Transition periods are scary.
Four years ago, the thought of leaving DC and moving to the Midwest for college seemed like the stupidest idea ever. Why would I want to leave the East Coast, I questioned myself over and over? What was I thinking? But, once I was all settled in (it took a few months to really feel at ease) I started to realize that as long as you have good friends, you will always feel like you’re home.
Now, I’m in a similar transition period and it feels as unsettling as that first “Big Move” out West. Whenever I don’t know what to expect, I feel out of control and helpless, and as a neat freak bordering on obsessive-compulsive, I hate feeling so vulnerable. Then, a few days ago, I realized: I’m being totally self-absorbed. EVERYBODY feels this way right now. I asked C if she was nervous before her first day of Goldman training and she shuddered.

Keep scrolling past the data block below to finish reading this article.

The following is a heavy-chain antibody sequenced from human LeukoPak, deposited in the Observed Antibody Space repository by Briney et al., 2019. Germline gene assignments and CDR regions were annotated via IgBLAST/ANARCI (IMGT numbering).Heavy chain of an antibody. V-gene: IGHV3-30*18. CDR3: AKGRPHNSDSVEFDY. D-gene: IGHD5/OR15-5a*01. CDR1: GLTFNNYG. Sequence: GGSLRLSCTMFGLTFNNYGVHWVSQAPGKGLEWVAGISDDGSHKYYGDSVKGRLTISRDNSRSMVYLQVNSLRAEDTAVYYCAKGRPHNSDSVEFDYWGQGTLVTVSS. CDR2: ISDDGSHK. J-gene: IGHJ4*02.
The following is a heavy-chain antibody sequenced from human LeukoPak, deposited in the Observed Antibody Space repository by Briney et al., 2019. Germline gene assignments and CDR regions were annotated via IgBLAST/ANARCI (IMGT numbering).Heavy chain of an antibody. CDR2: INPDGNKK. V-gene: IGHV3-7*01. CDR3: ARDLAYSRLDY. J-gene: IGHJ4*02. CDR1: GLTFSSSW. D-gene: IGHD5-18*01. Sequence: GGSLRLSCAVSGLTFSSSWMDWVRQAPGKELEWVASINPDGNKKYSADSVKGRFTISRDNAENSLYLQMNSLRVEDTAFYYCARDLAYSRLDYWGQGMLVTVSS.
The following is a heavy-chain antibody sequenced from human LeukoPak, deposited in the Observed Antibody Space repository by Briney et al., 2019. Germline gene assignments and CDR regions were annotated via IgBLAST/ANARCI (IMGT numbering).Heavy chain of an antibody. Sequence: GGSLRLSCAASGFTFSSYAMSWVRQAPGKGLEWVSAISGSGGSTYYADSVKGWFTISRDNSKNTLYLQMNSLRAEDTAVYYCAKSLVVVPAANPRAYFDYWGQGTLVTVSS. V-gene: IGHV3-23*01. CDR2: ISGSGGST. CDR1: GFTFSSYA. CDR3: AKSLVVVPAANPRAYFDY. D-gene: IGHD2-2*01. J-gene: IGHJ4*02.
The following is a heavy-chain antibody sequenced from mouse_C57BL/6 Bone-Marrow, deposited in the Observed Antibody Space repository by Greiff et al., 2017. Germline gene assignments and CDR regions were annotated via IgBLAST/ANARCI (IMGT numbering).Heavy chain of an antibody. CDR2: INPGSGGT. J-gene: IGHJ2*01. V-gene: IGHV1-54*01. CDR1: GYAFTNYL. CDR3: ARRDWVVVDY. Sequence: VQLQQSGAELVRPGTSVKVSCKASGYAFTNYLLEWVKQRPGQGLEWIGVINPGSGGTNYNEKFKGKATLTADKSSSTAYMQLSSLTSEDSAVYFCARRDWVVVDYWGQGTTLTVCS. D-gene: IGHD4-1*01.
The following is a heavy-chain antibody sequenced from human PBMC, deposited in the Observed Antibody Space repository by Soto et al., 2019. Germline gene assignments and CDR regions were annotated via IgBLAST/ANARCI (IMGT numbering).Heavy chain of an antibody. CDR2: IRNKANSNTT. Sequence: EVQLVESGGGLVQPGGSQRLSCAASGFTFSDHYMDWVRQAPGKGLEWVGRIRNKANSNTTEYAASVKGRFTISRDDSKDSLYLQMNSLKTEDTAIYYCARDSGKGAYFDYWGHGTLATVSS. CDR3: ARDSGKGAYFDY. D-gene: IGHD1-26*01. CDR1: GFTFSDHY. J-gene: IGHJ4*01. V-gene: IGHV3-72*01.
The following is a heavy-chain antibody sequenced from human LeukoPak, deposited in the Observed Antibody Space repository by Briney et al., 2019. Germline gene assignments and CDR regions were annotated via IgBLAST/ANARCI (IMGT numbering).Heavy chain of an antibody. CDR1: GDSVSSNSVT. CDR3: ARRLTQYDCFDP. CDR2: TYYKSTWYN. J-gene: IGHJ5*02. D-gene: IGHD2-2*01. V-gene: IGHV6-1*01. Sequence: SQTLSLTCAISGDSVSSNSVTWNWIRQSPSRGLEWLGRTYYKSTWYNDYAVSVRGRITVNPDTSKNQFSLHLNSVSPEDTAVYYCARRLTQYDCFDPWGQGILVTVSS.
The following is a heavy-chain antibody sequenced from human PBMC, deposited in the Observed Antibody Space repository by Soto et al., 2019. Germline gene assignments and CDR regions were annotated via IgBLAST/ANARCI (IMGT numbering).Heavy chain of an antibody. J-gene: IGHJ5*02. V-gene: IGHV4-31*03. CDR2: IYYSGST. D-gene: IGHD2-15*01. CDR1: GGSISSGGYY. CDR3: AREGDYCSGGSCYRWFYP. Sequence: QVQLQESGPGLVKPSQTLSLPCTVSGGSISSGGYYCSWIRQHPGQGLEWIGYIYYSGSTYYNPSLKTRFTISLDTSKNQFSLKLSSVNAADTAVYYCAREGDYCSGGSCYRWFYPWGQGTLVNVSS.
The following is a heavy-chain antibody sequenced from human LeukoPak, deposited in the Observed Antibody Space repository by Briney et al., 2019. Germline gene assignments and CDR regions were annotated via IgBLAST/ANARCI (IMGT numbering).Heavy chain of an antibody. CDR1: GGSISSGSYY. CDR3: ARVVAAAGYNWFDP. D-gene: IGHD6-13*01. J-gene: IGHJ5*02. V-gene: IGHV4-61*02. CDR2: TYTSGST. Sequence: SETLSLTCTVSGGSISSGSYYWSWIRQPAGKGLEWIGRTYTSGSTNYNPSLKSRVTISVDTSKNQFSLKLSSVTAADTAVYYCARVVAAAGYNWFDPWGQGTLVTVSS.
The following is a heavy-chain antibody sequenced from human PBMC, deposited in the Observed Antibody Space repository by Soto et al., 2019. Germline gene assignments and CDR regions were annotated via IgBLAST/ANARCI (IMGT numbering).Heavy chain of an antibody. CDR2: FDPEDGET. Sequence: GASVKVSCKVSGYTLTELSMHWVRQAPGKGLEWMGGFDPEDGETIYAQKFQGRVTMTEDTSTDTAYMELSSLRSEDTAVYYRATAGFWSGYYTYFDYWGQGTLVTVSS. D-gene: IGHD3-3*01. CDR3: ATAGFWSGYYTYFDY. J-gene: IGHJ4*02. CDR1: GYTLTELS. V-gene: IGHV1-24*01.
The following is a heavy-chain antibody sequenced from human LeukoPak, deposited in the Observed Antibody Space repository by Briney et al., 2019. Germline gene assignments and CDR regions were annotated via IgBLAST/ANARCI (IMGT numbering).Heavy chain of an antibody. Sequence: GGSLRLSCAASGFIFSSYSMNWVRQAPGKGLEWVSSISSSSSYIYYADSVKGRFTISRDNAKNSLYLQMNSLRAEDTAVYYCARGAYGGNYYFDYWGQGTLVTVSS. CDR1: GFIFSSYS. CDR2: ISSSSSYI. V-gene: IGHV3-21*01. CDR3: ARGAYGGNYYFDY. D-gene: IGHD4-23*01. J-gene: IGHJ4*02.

“Of course,” She replied. “And I have an advantage over others because I interned last summer. I at least have a sense of what’s going to happen.”
Even when we have an inkling of what to expect, the unexpected can still occur and until we’ve all developed regular routines and become accustomed to new daily patterns, life will seem a bit muddled.
Once, four years ago, Chicago was the spot of the Big Bad Transition. Now, the situation has reversed and I blame DC for my uncertainty. For now, I’d like to stop seeing things purely in black and white. Chicago is great but DC will be great too. Life during a transitional phase, it seems, is a crazy beautiful shade of gray.